So many questions..?
Terence Frisby has acted as a litigant-in-person himself. He has tried to defend himself in court. This experience, perhaps has led to the excellent play ‘Rough Justice’. His play explores the dynamic of the closed shop that is the British Legal system. He has not, however, used his own cases for this play. Rather, he has taken a separate controversial issue and used that as a vehicle to allow the audience to question the due legal process.
James Highwood, played expertly by the experienced Tom Conti, stands on trial for the murder of his disabled son. He tries to defend himself whilst being cross-examined by the equally articulate Margaret Casely (Elizabeth Payne). Payne’s portrayal of the prosecution barrister is a perfect foil for Conti’s character. The umpire in the proceedings is of course the Judge (Benjamin Whitrow) who seems to provide the audience with a number of ironic laughs.
Highwood is not totally on his own in the trial as he has his solicitor in court (David Michaels) and his wife (Carol Starks), but both are unable to have much of a say in the proceedings as due legal process takes its course. Director James Larkin has enabled both of these characters a chance to vent their frustrations as the drama unfolds.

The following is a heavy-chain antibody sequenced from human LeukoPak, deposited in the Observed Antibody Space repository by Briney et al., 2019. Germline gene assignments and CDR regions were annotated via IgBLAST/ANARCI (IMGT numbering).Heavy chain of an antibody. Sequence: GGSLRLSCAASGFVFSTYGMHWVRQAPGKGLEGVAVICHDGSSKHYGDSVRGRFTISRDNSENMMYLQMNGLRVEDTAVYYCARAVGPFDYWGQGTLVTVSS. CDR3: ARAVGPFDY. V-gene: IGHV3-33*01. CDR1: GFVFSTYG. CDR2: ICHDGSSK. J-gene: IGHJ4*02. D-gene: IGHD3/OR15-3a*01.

This is no whodunnit play. We are asked to consider if murder is ever acceptable. Is it prudent to defend oneself? Can a publicly well known individual ever get a fair trial? Is the legal system a closed shop full of wigs and identical qualifications? Should we know more about the background of the judge and the barristers? Are trials a game that is played between legal representatives and the defendant a mere spectator? Should the jury go out on a limb and ignore the judges summing up?
The production at times feels like a gripping boxing match but no one seems able to score the knock out blow. It kept the audience on the edge of their seats without resorting to unnecessary clichés.
Rough Justice is on until the 5th October and tickets can be bought in person at the theatre box office or online at http://www.theatreroyal.co.uk/
Words: Stephen Oliver